"Looking For Anne"

Looking For Anne by Irene Gammel

Looking For Anne is the story of how the beloved childrens book Anne Of Green Gables was written. The author has searched through Montgomery's personal and family correspondence, court documents, journals and popular publications of the era to piece together Lucy Maud Montgomery's life experiences leading up to and during the writing of her most famous novel and presents it here as the solution to the "mystery" of Anne.

I didn't enjoy this book at all until I was at least three quarters of the way through it. I was very disappointed because I love the Anne books and I wanted so much to enjoy reading how it all came about. Unfortunately, instead of enjoyment I got the uncomfortable feeling Gammel was working very hard to make me dislike Anne.

The overall tone of Looking For Anne is negative and critical. And I found the author making some very big assumptions at times. Writing about Montgomery's mother, who died when Maud was a baby,  she says "...neither of the two photos available suggest that she would have possessed the wit or the intelligence that Maud valued in spiritual kin such as her great -aunt Mary, who was a brilliant conversationalist and literary mind." That seems a rather harsh judgment to make from just a couple of photographs. It doesn't come across as reasonable. Then there are scenes where she tells us what Maud was thinking at the time and again, that's not very realistic to me. I  was never sure what was fact and what was assumed from circumstantial evidence.

Gammel writes at length in this book about female friendships in Montgomery's era and about those in the book, and has a great deal to suggest about the sexual qualities of those relationships. "Through clever wit and irony, Maud had a gift of bringing her readers tantalizingly close to unspoken feelings of sensuality and sexuality, while ingeniously portraying these feelings as universal and innocent." She says a lot more about Maud's sexuality but I'm not going to go into it here, because it's not Maud's sexuality I have a problem with. I do have a problem when she begins to imply Maud wrote sexual feelings into the children's friendships in the Anne books. These are 11 year old girls. I've never, ever picked up even a hint of that when reading the Anne books and frankly I find it more than a little bit creepy. She suggests strongly that Montgomery was bisexual and perhaps she was, but I will never in a million years believe that we are meant to think the relationship between those little girls is in any way sexual.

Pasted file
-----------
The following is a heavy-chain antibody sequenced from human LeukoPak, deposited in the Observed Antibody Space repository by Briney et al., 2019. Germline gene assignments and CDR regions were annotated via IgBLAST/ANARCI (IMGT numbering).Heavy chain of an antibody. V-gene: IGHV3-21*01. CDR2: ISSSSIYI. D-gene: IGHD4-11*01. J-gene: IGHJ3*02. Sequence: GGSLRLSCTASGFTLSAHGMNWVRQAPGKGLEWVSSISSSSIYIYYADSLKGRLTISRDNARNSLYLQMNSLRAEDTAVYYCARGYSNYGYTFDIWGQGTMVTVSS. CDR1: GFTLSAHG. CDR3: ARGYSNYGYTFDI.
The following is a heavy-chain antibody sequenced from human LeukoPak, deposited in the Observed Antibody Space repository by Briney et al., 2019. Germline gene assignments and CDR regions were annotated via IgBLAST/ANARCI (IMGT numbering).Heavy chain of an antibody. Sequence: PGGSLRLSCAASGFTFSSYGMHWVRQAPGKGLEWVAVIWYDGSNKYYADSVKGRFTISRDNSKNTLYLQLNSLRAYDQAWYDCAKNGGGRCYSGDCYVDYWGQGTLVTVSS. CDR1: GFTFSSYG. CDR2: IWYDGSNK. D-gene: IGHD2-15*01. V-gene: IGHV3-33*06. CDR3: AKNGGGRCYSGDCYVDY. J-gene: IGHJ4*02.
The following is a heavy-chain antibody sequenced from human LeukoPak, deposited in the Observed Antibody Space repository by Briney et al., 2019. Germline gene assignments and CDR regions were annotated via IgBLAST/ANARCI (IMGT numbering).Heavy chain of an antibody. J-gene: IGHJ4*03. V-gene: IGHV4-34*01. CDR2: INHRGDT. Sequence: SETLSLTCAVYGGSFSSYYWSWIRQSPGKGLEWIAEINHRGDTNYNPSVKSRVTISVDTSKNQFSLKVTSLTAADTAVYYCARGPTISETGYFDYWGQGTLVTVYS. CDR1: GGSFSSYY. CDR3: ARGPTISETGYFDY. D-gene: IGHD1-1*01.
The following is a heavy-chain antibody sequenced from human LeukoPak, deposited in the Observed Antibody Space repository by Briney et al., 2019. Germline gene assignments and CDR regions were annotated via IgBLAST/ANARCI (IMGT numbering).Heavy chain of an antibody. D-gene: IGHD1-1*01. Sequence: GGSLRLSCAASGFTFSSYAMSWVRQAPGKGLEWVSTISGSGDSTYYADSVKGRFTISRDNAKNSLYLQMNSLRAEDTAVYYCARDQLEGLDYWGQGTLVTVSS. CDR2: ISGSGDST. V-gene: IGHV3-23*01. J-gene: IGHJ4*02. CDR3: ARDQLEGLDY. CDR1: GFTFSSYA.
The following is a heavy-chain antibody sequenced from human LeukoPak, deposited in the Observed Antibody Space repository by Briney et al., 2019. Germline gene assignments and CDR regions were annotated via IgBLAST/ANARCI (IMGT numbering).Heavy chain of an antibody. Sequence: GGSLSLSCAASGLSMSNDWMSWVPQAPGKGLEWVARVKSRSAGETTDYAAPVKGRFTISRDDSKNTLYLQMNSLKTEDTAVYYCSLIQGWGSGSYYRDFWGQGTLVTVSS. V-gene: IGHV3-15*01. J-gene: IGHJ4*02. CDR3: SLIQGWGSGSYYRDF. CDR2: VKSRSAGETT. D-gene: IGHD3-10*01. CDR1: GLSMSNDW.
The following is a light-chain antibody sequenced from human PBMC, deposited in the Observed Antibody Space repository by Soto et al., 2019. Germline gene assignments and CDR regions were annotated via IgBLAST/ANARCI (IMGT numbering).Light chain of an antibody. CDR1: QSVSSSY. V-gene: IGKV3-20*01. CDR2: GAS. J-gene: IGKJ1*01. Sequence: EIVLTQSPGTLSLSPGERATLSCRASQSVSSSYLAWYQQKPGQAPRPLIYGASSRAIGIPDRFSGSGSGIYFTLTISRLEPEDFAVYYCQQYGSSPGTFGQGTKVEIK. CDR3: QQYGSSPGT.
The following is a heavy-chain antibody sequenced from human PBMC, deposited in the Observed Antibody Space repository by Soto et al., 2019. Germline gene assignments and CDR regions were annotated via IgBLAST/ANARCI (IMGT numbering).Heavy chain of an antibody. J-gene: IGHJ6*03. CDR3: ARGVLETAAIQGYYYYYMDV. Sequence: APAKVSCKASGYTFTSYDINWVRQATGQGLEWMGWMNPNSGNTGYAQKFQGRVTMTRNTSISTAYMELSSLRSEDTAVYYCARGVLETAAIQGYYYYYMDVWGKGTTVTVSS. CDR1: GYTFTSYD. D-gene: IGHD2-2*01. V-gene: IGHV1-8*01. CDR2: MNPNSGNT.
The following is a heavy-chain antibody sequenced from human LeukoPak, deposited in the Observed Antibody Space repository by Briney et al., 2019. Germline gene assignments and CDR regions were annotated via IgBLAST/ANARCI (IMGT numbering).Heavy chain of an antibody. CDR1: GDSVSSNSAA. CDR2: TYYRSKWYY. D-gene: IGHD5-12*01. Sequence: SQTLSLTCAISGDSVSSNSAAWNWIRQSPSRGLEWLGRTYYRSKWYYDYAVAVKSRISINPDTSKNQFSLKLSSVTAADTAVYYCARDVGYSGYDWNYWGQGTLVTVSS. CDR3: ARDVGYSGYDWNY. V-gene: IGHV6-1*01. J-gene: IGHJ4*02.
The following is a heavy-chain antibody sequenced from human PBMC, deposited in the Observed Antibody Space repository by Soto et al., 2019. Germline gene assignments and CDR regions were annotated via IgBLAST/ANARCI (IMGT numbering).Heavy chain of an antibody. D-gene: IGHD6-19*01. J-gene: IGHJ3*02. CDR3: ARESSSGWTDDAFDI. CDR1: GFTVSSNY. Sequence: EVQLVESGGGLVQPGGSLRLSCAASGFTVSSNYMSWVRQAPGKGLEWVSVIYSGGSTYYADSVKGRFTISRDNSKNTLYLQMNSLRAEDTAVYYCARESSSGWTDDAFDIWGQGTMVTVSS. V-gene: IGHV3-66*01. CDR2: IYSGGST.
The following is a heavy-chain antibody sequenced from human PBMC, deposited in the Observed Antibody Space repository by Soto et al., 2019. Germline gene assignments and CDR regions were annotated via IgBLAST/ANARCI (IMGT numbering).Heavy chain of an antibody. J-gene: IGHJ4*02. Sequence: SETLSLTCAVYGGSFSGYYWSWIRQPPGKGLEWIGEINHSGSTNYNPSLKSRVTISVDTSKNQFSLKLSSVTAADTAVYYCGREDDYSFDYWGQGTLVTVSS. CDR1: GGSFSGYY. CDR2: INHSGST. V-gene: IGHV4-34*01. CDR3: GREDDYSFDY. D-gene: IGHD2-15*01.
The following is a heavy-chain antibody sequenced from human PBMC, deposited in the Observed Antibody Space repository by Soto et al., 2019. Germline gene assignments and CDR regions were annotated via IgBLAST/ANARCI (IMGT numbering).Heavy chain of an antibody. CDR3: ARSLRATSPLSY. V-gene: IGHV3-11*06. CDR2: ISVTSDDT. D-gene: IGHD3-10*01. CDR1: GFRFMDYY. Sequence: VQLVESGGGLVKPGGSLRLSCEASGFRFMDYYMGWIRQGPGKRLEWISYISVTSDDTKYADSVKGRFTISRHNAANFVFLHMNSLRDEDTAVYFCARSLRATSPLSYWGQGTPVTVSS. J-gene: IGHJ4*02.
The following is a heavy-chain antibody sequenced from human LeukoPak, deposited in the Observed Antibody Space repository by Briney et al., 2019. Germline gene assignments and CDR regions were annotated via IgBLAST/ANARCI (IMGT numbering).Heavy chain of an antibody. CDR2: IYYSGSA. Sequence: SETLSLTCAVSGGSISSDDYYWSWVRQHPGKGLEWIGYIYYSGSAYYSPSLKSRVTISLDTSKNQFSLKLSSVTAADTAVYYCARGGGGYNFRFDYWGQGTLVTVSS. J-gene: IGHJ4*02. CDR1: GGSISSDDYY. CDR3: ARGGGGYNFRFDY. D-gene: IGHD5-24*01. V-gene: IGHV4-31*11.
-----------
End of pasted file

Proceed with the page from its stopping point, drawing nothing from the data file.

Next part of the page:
Gammel clearly has a taste for the melodramatic. It shows up when she calls Anne of Green Gables "a much more secular and subversive novel" than other novels of the day. And again when she refers several times to Maud Montgomery being a "virtual prisoner" during the years she lived with her aging grandmother; she probably did feel trapped at times, but say it too many times and eyes will roll. Then, when Maud is returning home from a business trip to Boston (the one get-away approved by her grandmother), Gammel, to emphasize the empty life she is going back to after a happy, fun-filled time away, writes "When she arrived at the train station on Prince Edward Island, George Campbell picked her up on the cold and rattling buggy. Sleet blew into her face the whole way home."  Overkill?  For me, yes.  

Another thing that struck me the wrong way was Gammel repeatedly referring to Anne as a pagan. In fact she implies that all lovers of nature are pagan. I looked up the definition of pagan just to be sure I wasn't overreacting and it seems she does mean to say that Maud, Anne and anyone else who loves flowers, brooks and fields are unbelievers, and "unbeliever" is the dictionary's definition, not just mine. Now, I believe in God. But I'm also very fond of growing things, bodies of water and night skies. These things are really not mutually exclusive. I think Gammel is taking way too big a leap here, and when considered together with the leap taken from friendship to sexual feelings, and her tendency toward melodrama, this author loses pretty much all credibility with me.

As I said earlier I didn't like it at all till close to the end, and the reason for my interest at that point was that she might say other outrageous things I wouldn't want to miss. Or maybe she'd somehow make all the other stuff make sense. And, this was our book club selection for March and I didn't want to miss anything. So I read through to the end, and now, truthfully, I sort of wish I'd never read it at all.


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